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Some final thoughts on the Grant Road farm vote

Original post made on Jun 22, 2007

I wish to share the following thoughts, as I did with the City Council following its June 5 meeting to decide the fate of the farm on Grant Road.

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Comments (2)

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Posted by Lorraine Bates Noyes
a resident of Blossom Valley
on Jun 22, 2007 at 10:37 am

I applaud Denise Sacks for pointing out some of the fundamentals of soil agriculture, benefits for children, insect and animal life, in her "final thoughts" about the farm on Grant Road. Denise also addresses some of the political issues dealing with affordable housing, etc.

My family came to this area in the late 1960s, when apricot orchards could still dazzle ones senses on a warm summer day...not to mention how we kids loved running through them. The word that comes to me when I think of what has happened in this area since then is simply, greed! I agree with Denise's assessment that those who purchased their homes next to this farm did so knowingly. I'm guessing many must not be the original homeowners at this point. That farm was a touchstone for our own family, especially during the holiday season and I'm sickened by the progressive move toward acquisition and opulence that this area so stunningly embraces now.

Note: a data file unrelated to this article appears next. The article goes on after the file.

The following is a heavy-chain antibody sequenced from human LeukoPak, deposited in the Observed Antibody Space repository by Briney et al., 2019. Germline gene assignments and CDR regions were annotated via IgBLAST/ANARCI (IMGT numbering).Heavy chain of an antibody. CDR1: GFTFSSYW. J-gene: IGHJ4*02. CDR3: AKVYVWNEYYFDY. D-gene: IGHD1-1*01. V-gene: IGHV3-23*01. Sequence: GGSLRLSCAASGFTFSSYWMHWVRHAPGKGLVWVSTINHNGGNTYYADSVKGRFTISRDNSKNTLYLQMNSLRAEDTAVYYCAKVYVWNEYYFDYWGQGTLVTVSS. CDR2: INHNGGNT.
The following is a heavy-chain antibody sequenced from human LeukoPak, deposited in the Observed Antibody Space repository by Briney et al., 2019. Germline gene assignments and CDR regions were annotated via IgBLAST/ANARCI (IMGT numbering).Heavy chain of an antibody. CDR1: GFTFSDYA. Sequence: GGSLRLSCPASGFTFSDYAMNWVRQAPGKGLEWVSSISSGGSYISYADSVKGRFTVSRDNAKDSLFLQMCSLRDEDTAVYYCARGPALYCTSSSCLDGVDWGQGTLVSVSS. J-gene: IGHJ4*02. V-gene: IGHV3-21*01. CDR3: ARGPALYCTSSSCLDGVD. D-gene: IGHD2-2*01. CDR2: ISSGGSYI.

I recently read how the land carries the soul of it's people. This is still honored in many countries, where ancient sites and certainly family lands are NOT for sale. I think we are showing that the soul of our local community is now willing to sell out for anything green (and I don't mean vegetables).

Shame on us!!

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Posted by eric
a resident of another community
on Jun 22, 2007 at 11:06 am

The private property component of this has been addressed so thoroughly that Im not going to open that back up. As much as I'll miss the pumpkin patch, I commend the owners for allowing that use to remain as long as it did-- the entire community should acknowledge this.

I would take issue with your comment on affordable housing. Mtn View has done more-- much more-- on this front then the region as a whole, certainly better then its wealthier neighbors that are very good at TALKING about the social problems of the area.

There is a cost to doing these projects-- direct fiscal cost, opportunity cost, infrastructure, etc. How much of its neighbors "share" do you want Mtn View to bear?

Sorry, but further commenting on this topic has been closed.

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